Friday, January 03, 2020

Fuel Exhaustion: Cessna 170B, N4667C; Accident occurred December 31, 2019 in Fairbanks, Alaska

Aviation Accident Factual Report - National Transportation Safety Board

Additional Participating Entity: 
Federal Aviation Administration / Flight Standards District Office; Fairbanks, Alaska 

Location: Fairbanks, Alaska 
Accident Number: ANC20CA011
Date & Time: December 31, 2019
Registration: N4667C
Aircraft: Cessna 170 
Aircraft Damage: Substantial
Defining Event: Fuel exhaustion 
Injuries: 2 None
Flight Conducted Under: Part 91: General aviation - Personal

Pilot Information

Certificate: Private 
Age: 43,Male
Airplane Rating(s): Single-engine land; Single-engine sea
Seat Occupied: Left
Other Aircraft Rating(s): None
Restraint Used: 4-point
Instrument Rating(s): None
Second Pilot Present: No
Instructor Rating(s): None
Toxicology Performed: No
Medical Certification: None None
Last FAA Medical Exam:
Occupational Pilot: No 
Last Flight Review or Equivalent:
Flight Time: (Estimated) 2200 hours (Total, all aircraft), 250 hours (Total, this make and model), 2100 hours (Pilot In Command, all aircraft), 40 hours (Last 90 days, all aircraft), 18 hours (Last 30 days, all aircraft)

Aircraft and Owner/Operator Information

Aircraft Make: Cessna 
Registration: N4667C
Model/Series: 170 B
Aircraft Category: Airplane
Year of Manufacture: 1953
Amateur Built: No
Airworthiness Certificate: Normal
Serial Number: 25611
Landing Gear Type: Tailwheel; Ski 
Seats: 2
Date/Type of Last Inspection: December 14, 2018 Annual
Certified Max Gross Wt.: 2200 lbs
Time Since Last Inspection:
Engines: 1 Reciprocating
Airframe Total Time: 3966.9 Hrs at time of accident
Engine Manufacturer: Continental
ELT: Installed, not activated 
Engine Model/Series: C145-2
Registered Owner:
Rated Power: 145 Horsepower
Operator: On file 
Operating Certificate(s) Held: None

Meteorological Information and Flight Plan

Conditions at Accident Site: Visual (VMC) 
Condition of Light: Night/dark
Observation Facility, Elevation: PAFA,432 ft msl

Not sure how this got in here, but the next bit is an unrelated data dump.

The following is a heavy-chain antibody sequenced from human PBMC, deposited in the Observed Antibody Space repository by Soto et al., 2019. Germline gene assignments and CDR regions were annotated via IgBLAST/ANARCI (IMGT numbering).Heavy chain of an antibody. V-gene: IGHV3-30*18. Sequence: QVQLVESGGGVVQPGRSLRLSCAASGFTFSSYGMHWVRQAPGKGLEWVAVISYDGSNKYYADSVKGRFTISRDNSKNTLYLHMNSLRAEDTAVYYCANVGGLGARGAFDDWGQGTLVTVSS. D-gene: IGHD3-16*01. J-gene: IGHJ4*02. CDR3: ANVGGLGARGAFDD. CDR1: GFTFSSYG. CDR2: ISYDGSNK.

Distance from Accident Site: 11 Nautical Miles
Observation Time: 05:53 Local 
Direction from Accident Site: 39°
Lowest Cloud Condition: Visibility 8 miles
Lowest Ceiling: Overcast / 1100 ft AGL
Visibility (RVR):
Wind Speed/Gusts: 4 knots / 
Turbulence Type Forecast/Actual:  /
Wind Direction: 360° 
Turbulence Severity Forecast/Actual: /
Altimeter Setting: 28.94 inches Hg
Temperature/Dew Point: -19°C / -22°C
Precipitation and Obscuration: Light - None - Snow
Departure Point:
Type of Flight Plan Filed: None
Destination: Fairbanks, AK (FAI)
Type of Clearance: None
Departure Time: 19:30 Local
Type of Airspace: Class G
Runway Surface Type: Snow
Airport Elevation: 
Runway Surface Condition: Snow; Vegetation
Runway Used: 
IFR Approach: None
Runway Length/Width:
VFR Approach/Landing: Forced landing; Full stop

Wreckage and Impact Information

Crew Injuries: 1 None
Aircraft Damage: Substantial
Passenger Injuries: 1 None 
Aircraft Fire: None
Ground Injuries: N/A
Aircraft Explosion: None
Total Injuries: 2 None
Latitude, Longitude: 64.666946,-148.133331(est)
Two people were rescued Tuesday night after their plane overturned during an emergency landing near Fairbanks, officials said.

The pilot and passenger were flying to Fairbanks that evening when the Cessna 170 suffered a loss of engine power and made an emergency landing into a frozen bog about 10 nautical miles southwest of Fairbanks, said Clint Johnson, the National Transportation Safety Board’s Alaska chief.

The plane flipped as it landed in deep snow, but Johnson said there were no injuries. An Army Arctic Dustoff crew from Fort Wainwright’s C Company, 1st Battalion, 52nd Aviation Regiment left before midnight to rescue the stranded pilot and passenger.

The pilot and passenger were “well-prepared for the environmental conditions,” according to a statement from U.S. Army Alaska. They were brought to Fairbanks Memorial Hospital.

Information about the plane’s origin and exactly when the crash happened was not immediately available.

Johnson said investigators are looking into what caused the engine to lose power. The plane has significant damage, he said.

Original article can be found here ➤

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